I shared my concern that responsibility is often omitted when we talk about freedom … responsibility infusing freedom with a higher value. I have recently awakened to my responsibility in our current political environment. I asked to be appointed as a precinct captain, something I am capable of doing, assuming a larger role in my community than I ever imagined. This action speaks to my concern for our government to be in Abraham Lincoln’s words, “of the people, by the people, and for the people.” I am educating myself about actions I can take to free our government from the undermining effects of big money and using my writing and speaking skills to call our government officials to engage in responsible prophetic action.

We Sage Sisters will meet again next month to give each other support on our continuing journey of conscious aging. I am so grateful to have these outstanding women accompanying me on the journey of becoming a conscious elder.

 

Rare Resilience

“Before enlightenment, chop wood and carry water. After enlightenment, chop wood and carry water.” ~Zen Proverb

My experience at the Myotonic Dystrophy Conference on Saturday, October 22, reminded me of this Zen proverb. The morning was full of hope as the doctors and researchers enlightened us about the progress they are making. In their work, they chop wood and carry water looking for a cure. Their excitement is contagious as they move closer to their goal.

Then in the afternoon family sharing group, I experienced almost immediate discouragement as we began to share our experiences of chopping wood and carrying water. While we wait and hope for a cure, we deal with many frustrating day-to-day challenges caring for our loved ones.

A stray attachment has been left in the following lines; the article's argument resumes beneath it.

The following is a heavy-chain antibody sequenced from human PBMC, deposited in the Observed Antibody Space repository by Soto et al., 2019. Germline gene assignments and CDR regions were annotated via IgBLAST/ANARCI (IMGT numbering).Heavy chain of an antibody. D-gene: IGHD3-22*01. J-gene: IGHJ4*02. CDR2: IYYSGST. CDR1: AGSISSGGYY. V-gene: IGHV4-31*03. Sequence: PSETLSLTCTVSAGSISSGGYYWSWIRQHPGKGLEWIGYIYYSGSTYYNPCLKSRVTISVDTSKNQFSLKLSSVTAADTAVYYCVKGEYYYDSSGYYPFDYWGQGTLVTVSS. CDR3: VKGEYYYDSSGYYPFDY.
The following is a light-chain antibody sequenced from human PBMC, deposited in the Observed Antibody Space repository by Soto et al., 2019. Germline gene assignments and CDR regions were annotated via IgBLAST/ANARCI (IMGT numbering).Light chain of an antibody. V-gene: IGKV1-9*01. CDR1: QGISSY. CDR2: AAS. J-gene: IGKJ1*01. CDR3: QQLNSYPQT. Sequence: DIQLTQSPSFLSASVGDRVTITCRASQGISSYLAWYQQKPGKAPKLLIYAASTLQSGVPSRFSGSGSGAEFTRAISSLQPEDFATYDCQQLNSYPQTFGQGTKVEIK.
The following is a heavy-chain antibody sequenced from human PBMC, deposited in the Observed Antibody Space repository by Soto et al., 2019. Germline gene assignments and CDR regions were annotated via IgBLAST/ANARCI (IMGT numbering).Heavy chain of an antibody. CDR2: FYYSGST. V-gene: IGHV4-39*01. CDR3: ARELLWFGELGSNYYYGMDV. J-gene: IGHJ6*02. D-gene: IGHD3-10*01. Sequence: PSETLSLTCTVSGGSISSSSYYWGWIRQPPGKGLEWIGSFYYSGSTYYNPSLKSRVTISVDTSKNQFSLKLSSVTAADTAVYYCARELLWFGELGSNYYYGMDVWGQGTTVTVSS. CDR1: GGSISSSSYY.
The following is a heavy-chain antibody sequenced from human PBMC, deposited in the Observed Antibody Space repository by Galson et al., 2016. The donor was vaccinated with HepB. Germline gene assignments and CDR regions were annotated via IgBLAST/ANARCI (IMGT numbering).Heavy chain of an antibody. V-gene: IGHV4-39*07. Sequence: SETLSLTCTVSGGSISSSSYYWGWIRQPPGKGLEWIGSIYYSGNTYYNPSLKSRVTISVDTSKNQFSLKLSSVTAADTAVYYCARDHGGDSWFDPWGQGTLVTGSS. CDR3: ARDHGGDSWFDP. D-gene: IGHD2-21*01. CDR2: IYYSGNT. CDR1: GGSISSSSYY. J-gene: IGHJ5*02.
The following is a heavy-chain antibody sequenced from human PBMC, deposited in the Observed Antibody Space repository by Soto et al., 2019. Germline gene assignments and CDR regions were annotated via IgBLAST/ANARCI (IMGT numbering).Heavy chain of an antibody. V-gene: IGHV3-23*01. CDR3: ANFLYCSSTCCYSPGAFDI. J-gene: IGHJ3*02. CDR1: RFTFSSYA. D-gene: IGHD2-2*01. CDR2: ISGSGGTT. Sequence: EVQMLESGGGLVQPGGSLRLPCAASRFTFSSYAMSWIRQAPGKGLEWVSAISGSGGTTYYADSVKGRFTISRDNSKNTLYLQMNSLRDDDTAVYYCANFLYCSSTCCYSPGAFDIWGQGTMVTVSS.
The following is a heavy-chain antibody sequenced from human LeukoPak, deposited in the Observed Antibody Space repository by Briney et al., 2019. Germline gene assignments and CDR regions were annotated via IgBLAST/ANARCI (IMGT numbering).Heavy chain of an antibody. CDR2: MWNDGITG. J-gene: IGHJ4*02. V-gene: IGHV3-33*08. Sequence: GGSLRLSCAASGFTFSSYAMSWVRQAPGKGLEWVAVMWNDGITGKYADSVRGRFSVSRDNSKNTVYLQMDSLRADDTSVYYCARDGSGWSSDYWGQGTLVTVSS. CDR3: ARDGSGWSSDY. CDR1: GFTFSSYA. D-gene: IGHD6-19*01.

kathleen-cain-facilitating-faminly-support-group

family-support-at-dm-conference

shields-family-at-dm-conference

Nothing discourages me more than the overwhelming challenge of interfacing with or hearing others’ stories of interfacing with a callous bureaucracy that doesn’t understand or seem to care about our needs. I’m not sure I could take it all in, but this is what I remember from the group meeting.

Painful memories were triggered as I listened to parents share about challenges I faced in the past:

  • Two mothers of preschool children shared their challenge in finding a school with a suitable special needs program.
  • Parents shared their concerns about their children’s difficulty making friends and being bullied at school.
  • Several shared their challenges receiving social security disability and other vital services.

Fear surfaced related to current challenges Nicole and I face:

  • One Ohio mother shared that they have been on the waiting list for a medicaid waiver for ten years. Ten years. We just applied in July and knew it could be months. But ten years. I may not even be alive in ten years. I think I was the oldest parent there.
  • The difficulty finding suitable housing for our disabled loved ones. The facility where we applied told us about three weeks ago that it could be years before there is an opening.